Against a cultural backdrop of tremendous interest in street photography in the 1970s as practiced by Friedlander, Winogrand, Metzker, Papageorge, Levitt, et al., one photographer’s work stood out for me as remarkably unique and disorienting: Mark Cohen. This photograph, Untitled (Wilkes-Barre, Pennsylvania), which I first saw at his solo exhibition at MoMA and later on the cover of The New York Times Magazine, was simultaneously so familiar and strange. It had the extreme specificity and descriptive qualities that I love about photographs: every hair of the girl was so clearly described. It also looked like a great transformation had taken place. That big sphere blocking her face must be a bubble but it looked so much like steel. And then there is the question of that hand. And the feeling this might be a collage and knowing it is not.
It is a picture that announces all sorts of wonderful possibilities of photography and that is why I like it so much. Though it is a document of what occurred in front of the camera it really declares the glory of timing and photographic transformation in the making of pictures. It is also a picture whose very essence is a performance for the camera spurred on by the presence of the photographer. It is so mysterious, so full of narrative inclinations distilled into such a compact and elegant form. Why would anyone want to do anything but photography?!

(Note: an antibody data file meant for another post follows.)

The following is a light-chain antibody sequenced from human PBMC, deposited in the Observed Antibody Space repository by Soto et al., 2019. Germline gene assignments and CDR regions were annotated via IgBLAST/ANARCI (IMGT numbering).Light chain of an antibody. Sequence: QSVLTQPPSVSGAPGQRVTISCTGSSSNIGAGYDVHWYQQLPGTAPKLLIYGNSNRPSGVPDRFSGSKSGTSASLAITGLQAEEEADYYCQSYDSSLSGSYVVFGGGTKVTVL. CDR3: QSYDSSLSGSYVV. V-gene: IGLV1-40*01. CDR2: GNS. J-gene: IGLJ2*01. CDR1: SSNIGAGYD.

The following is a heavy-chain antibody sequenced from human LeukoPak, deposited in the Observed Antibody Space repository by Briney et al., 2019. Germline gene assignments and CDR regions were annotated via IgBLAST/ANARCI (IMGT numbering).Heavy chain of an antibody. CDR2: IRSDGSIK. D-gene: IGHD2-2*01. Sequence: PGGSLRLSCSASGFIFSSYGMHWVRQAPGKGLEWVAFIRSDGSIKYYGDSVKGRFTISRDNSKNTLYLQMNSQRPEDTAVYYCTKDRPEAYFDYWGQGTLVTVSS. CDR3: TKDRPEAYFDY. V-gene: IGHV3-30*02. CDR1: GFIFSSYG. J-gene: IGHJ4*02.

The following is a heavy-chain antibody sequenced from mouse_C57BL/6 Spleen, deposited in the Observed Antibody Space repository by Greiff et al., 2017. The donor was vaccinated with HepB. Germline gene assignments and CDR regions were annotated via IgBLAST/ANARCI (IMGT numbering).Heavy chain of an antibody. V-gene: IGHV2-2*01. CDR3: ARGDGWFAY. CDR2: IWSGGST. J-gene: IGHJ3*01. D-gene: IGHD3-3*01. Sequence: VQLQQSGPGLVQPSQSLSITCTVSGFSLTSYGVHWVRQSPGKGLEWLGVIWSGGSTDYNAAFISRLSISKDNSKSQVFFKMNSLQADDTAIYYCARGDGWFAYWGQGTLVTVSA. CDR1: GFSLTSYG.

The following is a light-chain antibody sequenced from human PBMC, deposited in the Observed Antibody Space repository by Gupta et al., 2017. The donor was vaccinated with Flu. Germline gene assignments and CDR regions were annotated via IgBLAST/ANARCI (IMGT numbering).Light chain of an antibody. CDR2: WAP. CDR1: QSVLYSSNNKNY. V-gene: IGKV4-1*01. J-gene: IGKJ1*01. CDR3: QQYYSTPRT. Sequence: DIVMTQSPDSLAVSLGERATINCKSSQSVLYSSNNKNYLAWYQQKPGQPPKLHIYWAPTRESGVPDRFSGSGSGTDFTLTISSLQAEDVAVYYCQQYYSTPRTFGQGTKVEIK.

After earning degrees in biology, chemistry, and molecular genetics (at Harvard), David Goldes became a photographer in 1977. His work is included in the collections of the Whitney Museum, Walker Art Center, MoMA, and the Art Institute of Chicago. He is represented by Yossi Milo Gallery in New York, and since 1986, Goldes has been on the faculty at MCAD in the Media Arts Department. (Photo of Goldes: The Bakken Museum)